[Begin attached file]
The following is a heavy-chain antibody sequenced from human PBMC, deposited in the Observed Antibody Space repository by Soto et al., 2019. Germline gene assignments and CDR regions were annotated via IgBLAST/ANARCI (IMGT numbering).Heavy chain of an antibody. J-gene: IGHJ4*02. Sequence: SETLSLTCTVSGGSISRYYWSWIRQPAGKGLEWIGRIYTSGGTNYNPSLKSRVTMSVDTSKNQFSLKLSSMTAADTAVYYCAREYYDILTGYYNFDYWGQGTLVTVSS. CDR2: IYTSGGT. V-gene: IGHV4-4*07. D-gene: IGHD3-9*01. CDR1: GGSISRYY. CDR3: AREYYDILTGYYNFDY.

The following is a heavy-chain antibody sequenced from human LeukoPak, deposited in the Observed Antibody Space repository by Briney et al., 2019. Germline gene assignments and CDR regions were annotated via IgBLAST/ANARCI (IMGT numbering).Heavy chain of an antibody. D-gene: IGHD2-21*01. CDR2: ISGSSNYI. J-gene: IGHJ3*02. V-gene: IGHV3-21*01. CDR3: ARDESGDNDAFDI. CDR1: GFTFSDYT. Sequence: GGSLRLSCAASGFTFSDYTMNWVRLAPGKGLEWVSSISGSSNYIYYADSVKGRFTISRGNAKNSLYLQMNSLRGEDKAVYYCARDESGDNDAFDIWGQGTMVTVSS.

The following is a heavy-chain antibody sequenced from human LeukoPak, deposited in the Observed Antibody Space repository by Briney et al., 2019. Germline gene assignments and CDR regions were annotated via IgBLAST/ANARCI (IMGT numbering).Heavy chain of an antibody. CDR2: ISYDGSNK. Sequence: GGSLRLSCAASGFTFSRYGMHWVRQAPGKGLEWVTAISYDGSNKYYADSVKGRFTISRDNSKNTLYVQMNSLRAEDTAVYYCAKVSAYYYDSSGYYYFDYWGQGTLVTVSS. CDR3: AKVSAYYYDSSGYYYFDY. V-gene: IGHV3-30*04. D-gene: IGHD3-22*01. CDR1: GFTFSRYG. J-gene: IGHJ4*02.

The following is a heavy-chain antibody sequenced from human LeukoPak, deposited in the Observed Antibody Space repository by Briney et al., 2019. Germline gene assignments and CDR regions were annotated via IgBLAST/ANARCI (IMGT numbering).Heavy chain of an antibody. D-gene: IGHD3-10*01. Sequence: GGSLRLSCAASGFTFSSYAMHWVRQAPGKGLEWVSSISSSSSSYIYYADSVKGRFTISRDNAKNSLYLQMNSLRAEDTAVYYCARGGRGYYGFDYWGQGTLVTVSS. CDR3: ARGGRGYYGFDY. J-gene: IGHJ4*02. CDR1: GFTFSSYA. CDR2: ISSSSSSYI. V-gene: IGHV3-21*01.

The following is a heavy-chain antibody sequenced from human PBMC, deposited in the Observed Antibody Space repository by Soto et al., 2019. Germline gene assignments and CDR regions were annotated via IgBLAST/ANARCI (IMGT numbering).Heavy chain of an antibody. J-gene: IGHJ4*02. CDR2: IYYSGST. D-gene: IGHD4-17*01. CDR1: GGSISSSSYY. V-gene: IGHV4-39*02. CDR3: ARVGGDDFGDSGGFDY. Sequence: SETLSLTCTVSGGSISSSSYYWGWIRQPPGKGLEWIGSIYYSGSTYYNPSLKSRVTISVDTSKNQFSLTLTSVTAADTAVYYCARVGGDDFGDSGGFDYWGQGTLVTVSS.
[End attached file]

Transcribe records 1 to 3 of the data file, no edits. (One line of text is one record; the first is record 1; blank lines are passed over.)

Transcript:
The following is a heavy-chain antibody sequenced from human PBMC, deposited in the Observed Antibody Space repository by Soto et al., 2019. Germline gene assignments and CDR regions were annotated via IgBLAST/ANARCI (IMGT numbering).Heavy chain of an antibody. J-gene: IGHJ4*02. Sequence: SETLSLTCTVSGGSISRYYWSWIRQPAGKGLEWIGRIYTSGGTNYNPSLKSRVTMSVDTSKNQFSLKLSSMTAADTAVYYCAREYYDILTGYYNFDYWGQGTLVTVSS. CDR2: IYTSGGT. V-gene: IGHV4-4*07. D-gene: IGHD3-9*01. CDR1: GGSISRYY. CDR3: AREYYDILTGYYNFDY.

The following is a heavy-chain antibody sequenced from human LeukoPak, deposited in the Observed Antibody Space repository by Briney et al., 2019. Germline gene assignments and CDR regions were annotated via IgBLAST/ANARCI (IMGT numbering).Heavy chain of an antibody. D-gene: IGHD2-21*01. CDR2: ISGSSNYI. J-gene: IGHJ3*02. V-gene: IGHV3-21*01. CDR3: ARDESGDNDAFDI. CDR1: GFTFSDYT. Sequence: GGSLRLSCAASGFTFSDYTMNWVRLAPGKGLEWVSSISGSSNYIYYADSVKGRFTISRGNAKNSLYLQMNSLRGEDKAVYYCARDESGDNDAFDIWGQGTMVTVSS.

The following is a heavy-chain antibody sequenced from human LeukoPak, deposited in the Observed Antibody Space repository by Briney et al., 2019. Germline gene assignments and CDR regions were annotated via IgBLAST/ANARCI (IMGT numbering).Heavy chain of an antibody. CDR2: ISYDGSNK. Sequence: GGSLRLSCAASGFTFSRYGMHWVRQAPGKGLEWVTAISYDGSNKYYADSVKGRFTISRDNSKNTLYVQMNSLRAEDTAVYYCAKVSAYYYDSSGYYYFDYWGQGTLVTVSS. CDR3: AKVSAYYYDSSGYYYFDY. V-gene: IGHV3-30*04. D-gene: IGHD3-22*01. CDR1: GFTFSRYG. J-gene: IGHJ4*02.